However, let me just indicate that, on my immediate right, of course, is Doris Young, who is a member of the Opaskwayak Cree Nation, who has been and was a member of the Truth and Reconciliation Commission's Survivor Committee during the tenure of the TRC, a Cree woman who is an extremely brave lady. But one thing in common so that we can put the issue on the record, she and I share a grandchild because her daughter and my son managed to get together before we could catch them, and, as a result, they created our beautiful grandchild Sarah. She's here, though, to talk about her experience and not about my qualities as a grandfather.

On the far right of me is my good friend going back probably I don't want to say 50 years but close to it, John Morrisseau, former president for the Manitoba Metis Federation, a well-known Metis leader in Canada, and appointed to the TRC survivors committee on behalf of the Metis students who had been in the residential schools as well. Both of them were part of our entire process at the commission and can tell you about the experiences that they brought to the dialogue.

With that opening, I'll hand it over to Doris, I guess. Will you go first or is John?

Doris Young, Member of the Indian Residential School Survivor Committee, as an individual:

[Witness spoke in her Native language.]

It's a tremendous honour for me to be speaking to the senators of Canada. Thank you for the invitation. First, I would like to recognize the territory of the Algonquin people, whose territory our Parliament sits on.

My name is Doris Young, and I bring you warm greetings from the Opaskwayak Cree Nation. It's Treaty 5 area, and it's situated in northern Manitoba. I have been introduced already, so I won't be doing that part.

My presentation this evening is about the break in Aboriginal culture and language when we were removed from our land and forcibly sent to residential schools. This forced assimilation process has impacted both Aboriginal and non- Aboriginal people, causing many misunderstandings, thus making it harder to achieve reconciliation with all Canadians.

As we all know, there has been a tremendous amount of research and investigation into Aboriginal life in residential schools and the long-term effects on the children, on their families and their communities.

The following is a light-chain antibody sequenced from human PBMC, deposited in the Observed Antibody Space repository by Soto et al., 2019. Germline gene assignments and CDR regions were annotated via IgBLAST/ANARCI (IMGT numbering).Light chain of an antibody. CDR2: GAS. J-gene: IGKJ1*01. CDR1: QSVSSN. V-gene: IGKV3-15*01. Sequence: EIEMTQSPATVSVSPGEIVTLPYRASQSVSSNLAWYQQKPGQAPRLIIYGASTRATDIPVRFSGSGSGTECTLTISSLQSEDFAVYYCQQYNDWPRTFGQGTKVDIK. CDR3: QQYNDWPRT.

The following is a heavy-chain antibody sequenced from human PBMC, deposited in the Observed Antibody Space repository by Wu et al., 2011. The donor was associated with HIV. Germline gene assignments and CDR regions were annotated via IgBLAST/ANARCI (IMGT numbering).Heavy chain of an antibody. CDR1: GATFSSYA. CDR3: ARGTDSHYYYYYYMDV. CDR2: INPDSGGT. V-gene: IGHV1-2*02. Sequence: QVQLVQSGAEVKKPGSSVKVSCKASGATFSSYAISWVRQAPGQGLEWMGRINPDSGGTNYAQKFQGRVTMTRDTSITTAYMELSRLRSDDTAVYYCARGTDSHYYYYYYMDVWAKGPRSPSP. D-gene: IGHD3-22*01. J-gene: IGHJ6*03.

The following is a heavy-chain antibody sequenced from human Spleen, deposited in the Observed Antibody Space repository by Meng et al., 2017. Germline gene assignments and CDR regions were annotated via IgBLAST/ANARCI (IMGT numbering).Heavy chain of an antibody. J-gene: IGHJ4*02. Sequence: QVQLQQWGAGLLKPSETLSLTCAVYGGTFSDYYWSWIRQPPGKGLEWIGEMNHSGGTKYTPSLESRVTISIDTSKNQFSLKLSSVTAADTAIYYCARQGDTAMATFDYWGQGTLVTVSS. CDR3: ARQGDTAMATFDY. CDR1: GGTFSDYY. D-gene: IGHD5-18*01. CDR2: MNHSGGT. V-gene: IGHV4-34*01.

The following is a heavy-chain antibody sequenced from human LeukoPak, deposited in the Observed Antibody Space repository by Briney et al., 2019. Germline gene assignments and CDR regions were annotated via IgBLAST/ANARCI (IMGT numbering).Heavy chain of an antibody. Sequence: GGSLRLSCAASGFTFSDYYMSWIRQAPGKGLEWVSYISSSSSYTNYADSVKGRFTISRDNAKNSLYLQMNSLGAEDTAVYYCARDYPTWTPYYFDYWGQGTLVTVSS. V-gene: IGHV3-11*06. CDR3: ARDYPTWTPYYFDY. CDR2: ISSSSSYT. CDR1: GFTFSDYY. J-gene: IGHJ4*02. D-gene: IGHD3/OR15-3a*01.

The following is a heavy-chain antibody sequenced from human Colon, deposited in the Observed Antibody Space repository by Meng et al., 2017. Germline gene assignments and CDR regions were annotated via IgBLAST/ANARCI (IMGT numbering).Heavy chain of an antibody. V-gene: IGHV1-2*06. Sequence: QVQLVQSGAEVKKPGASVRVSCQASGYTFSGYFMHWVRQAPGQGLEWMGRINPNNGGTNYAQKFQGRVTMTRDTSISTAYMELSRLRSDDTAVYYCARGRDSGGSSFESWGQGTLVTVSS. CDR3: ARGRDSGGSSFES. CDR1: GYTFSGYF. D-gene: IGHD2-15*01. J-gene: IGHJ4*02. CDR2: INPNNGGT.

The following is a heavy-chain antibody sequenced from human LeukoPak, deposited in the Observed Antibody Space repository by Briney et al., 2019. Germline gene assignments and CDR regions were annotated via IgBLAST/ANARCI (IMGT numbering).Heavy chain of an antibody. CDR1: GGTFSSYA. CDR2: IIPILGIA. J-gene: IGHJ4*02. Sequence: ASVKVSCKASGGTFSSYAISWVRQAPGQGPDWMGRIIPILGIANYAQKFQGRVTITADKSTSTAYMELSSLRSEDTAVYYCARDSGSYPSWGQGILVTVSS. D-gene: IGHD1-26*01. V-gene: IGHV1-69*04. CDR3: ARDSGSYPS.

While this separation is widely acknowledged, the separation of the children from the land is hardly mentioned. This separation or disconnection runs deep in all of us. The failure of researchers, analysts and policy-makers to pay attention to this reality is like the failure of detached and disconnected fragments of sentences to make a cohesive statement.

This ongoing failure to recognize the effects of the land separation on Aboriginal children must be recognized and addressed.

Differences in perspectives, why it is important to know: First, the connection of Aboriginal people to our land and territories is significant for all Aboriginal people. I have noticed that non-Aboriginal people do not always understand what we mean when we talk about our connection to the land. Let me explain.

For us, it is not about ownership and money. The concept of uski to the Cree is much broader than the Eurocentric concept of the land and the environment. Uski, to the Cree, includes all living things, such as the animals, the plants, the trees, the fish, the rivers, the lakes, and including the rocks. Uski also includes our concept of the sky world.

We understand that human beings are only a small part of our environment and that humans are totally dependent on uski for their survival. As a Cree person, I cannot separate myself from my land and my sacred obligations to preserve it for seven generations and beyond. This means we have been given the responsibility to protect the land and everything on it. Cree people respectfully acknowledge all living creatures as relatives. The Cree word is ni wakomakun nin anuk, "our relations.''

It is the world view that makes us unique in Western culture.

Land is culture, what it means. The land connects us to our language and our spirituality, our values, our traditions and our laws of mino bimatasiwin, which is the good life. In short, the land personifies who we are. It is the heart of our identity. It is our very lives, our souls, which are connected to the land of our ancestors.

Cree laws taught in our sacred ceremonies, conducted only in Cree, teach and reinforce our sacred relationships and duty to our ancestors and our land. For the Cree, it is tipenimisowin. We own ourselves, and this means creating and enforcing our laws and governing systems. Women carry the laws and men enforce the laws. Onaschekâwina, how we are to govern ourselves using our sacred laws, including wahkotowin, how we relate to one another; uski, how we are to protect our environment; nibi, how we are to protect the sacred waters; pastahowin and ochinewin, the natural laws and the consequences when we break our laws, including our seven sacred teachings.

Every man and every woman has been given certain responsibilities, and the most sacred responsibility for me as a woman is the protection of the water. I am a water keeper. I have the responsibility to ensure that we will always have clean water so that future generations can be assured a healthy, viable environment. Without clean water, we will not survive.

Uski, remember, means the land and everything on it. To me, she is a woman; and to my late husband, uski was the most beautiful and generous woman that ever was. She is our essence. We honour her and our Creator in our songs, our dances and spiritual practices, and in our ceremonies. This is critical to know and to remember: Our spiritual teachings can only be fully transmitted through Aboriginal languages, the first languages of Canada.